*For example, in a study by Drs. Kathy Pezdek (Claremont Graduate University), Iris Blandon-Gitlin (Cal State, Fullerton), Shirley Lam (Claremont Graduate University), Rhiannon Ellis Hart (Hampshire College), and Jonathan Schooler (University of British Columbia) titled "Is Knowing Believing? The Role of Plausibility and Background Knowledge in Planting False Beliefs about the Personal Past," the authors find that the likelihood of implanting a false memory or belief decreases as the implausibility of the event increases.

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Thursday, May 10, 2012

Picking Up the Pieces

As this project winds down, I’ve got a little more time to write. So, now I’m gearing up to continue and finish the series I began last fall on the False Memory Syndrome Foundation (FMSF).

Continuing the threads after so much time isn’t easy, of course. It’s an emotionally difficult subject area, for starters. Then too, there’s the interruption to my concentration and yours. It’s kinda hard to remember all that’s been discussed so far.

So here’s a recap:

(1) A woman, Dr. Pamela Freyd, formed and incorporated an organization called the False Memory Syndrome Foundation after her daughter accused her husband of childhood sexual abuse.

(2) The FMSF received support from an impressive list of psychiatric and psychological professionals, among them Rev. Dr. Ralph Underwager. They also received financial support that allowed them to embark on substantial public relations efforts on behalf of parents whom they believed were falsely accused of childhood sexual abuse by offspring who recovered the memories later in life. They insisted that unscrupulous or incompetent psychiatrists, psychologists and other mental health professionals were implanting memories into their patients, perhaps even accidentally. These memories, according to them, had nothing to do with reality.

(3) A number of professionals offered evidence of false memory implantation by citing a number of studies that dealt with memory distortion. These studies indicated that ordinary memory was hardly as infallible as the general public believes. Such studies included the keeping of a diary with the subject instructed to intermittently insert false data, and then having the subject attempt to identify the inaccurate information after some time had lapsed. Other research delved into case studies of such things as false confessions. A classic example of memory distortion offered to support the concept of false memory is Sir Frederic Bartlett’s "War of the Ghosts" experiment, first conducted in during the late-1910s.

(4) Arguably the most prominent research offered to support the validity of False Memory Syndrome was the Lost in a Shopping Mall study, originating in the work of Dr. Elizabeth Loftus. In this study, a number of subjects were told that they had once gotten lost in a shopping mall, despite the fact that the subjects’ family members denied such an event taking place. Some of the subjects agreed, sometimes after prodding by some of the investigators, that they remembered the event. This led Loftus and others to the conclusion that it was in fact possible to implant false memories on a subject.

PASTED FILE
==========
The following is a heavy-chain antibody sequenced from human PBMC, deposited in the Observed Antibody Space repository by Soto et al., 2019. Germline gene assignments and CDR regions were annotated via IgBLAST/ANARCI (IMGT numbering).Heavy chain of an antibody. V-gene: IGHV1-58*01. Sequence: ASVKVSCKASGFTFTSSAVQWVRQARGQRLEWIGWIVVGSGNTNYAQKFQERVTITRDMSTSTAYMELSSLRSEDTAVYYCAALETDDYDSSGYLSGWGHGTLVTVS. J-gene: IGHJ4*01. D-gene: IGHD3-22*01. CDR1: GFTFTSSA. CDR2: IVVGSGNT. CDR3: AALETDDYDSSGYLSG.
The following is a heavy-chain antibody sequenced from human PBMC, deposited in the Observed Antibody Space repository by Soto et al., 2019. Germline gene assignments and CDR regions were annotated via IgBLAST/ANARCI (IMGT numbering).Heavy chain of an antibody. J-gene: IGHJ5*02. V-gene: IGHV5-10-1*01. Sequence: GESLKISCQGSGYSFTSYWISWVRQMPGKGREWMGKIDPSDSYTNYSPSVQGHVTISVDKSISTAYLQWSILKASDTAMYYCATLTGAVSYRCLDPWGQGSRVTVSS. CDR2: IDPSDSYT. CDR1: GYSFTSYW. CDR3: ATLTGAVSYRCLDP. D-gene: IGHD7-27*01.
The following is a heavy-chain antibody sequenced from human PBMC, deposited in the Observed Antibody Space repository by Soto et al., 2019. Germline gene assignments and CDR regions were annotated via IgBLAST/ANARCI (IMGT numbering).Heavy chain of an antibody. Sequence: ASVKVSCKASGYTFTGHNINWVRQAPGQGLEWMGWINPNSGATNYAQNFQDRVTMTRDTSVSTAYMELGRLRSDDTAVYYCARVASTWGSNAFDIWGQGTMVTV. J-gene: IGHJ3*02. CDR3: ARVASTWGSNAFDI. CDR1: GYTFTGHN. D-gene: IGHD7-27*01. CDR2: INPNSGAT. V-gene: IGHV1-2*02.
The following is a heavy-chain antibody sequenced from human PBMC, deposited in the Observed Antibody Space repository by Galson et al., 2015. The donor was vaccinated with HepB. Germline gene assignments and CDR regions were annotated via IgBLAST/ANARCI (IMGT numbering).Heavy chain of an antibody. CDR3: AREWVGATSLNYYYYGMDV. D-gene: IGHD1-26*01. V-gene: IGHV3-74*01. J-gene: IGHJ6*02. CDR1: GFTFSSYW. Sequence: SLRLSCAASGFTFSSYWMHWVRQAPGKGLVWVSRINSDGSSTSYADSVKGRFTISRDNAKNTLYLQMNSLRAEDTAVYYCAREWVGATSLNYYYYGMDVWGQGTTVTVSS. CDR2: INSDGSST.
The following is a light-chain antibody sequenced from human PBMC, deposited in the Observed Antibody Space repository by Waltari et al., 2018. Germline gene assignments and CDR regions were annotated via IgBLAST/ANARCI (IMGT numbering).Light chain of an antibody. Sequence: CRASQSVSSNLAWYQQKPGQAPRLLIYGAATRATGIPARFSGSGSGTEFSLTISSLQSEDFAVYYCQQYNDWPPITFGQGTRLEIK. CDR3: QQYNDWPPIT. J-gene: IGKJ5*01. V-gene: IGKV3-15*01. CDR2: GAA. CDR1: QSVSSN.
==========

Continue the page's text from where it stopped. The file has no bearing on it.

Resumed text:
(5) American Psychological Association Ethics Chair Dr. Kenneth Pope, along with Dr. Laura Brown, took a closer look at the claims of both sides of the recovered memory/false memory debate. While they had some criticism for both viewpoints, they saw more faulty assumptions, research methodology and conclusions among those championing the pro-FMS side.

That about summarizes where we are. For the most part, I began this series talking about the origins and rise of the False Memory Syndrome Foundation, and discussing the evidence supporting that conclusion. From here, we’ll finish up with Drs. Pope and Brown’s observations, and then move on to what critics have to say about both the FMS diagnosis, and the organization behind it.

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Monday, May 07, 2012

Sounding Off

Thanks for your input on the last post. I appreciated your comments very much, for they saved me from putting a lot of time, effort and expense into something that nobody wanted. As I worked on them, the recordings didn’t come out exactly as I had hoped. But I thought I might have a jaundiced ear or something. I was to close to them to really know how bad, or perhaps good, they were. Since your response was overwhelmingly negative, I have a better idea of their quality.

Back to the drawing board. As to your suggestion that I read them myself, I have my reasons for keeping my voice off the Internet whenever I can. Nevertheless, I’m considering taking you up on it at some future date, perhaps for a new site.

As this project draws to a close, I’ve gotten a little time for writing, but more time for future research. I’ll be taking up where I last left off from the FMSF series soon. I had a series planned after that, but I thought it might be wise to break up the Assailing the Tender Age thread with something else, for awhile at least. Lately, I’ve been looking at the following:
1. The murder of Vickie Lynn Morgan

2. The Son of Sam murders  
3. The mystery surrounding a blog titled Wit of the Staircase  
4. The death of Pope John Paul I  
5. The Zodiac murders
I think I’m going to get around to all five of these stories before I end this blog, especially since topics number two, three and five are somewhat interconnected. But if you have a preference, let me know.

Meanwhile, I’ll be getting back to being a blogger fairly soon. Thanks for staying with me.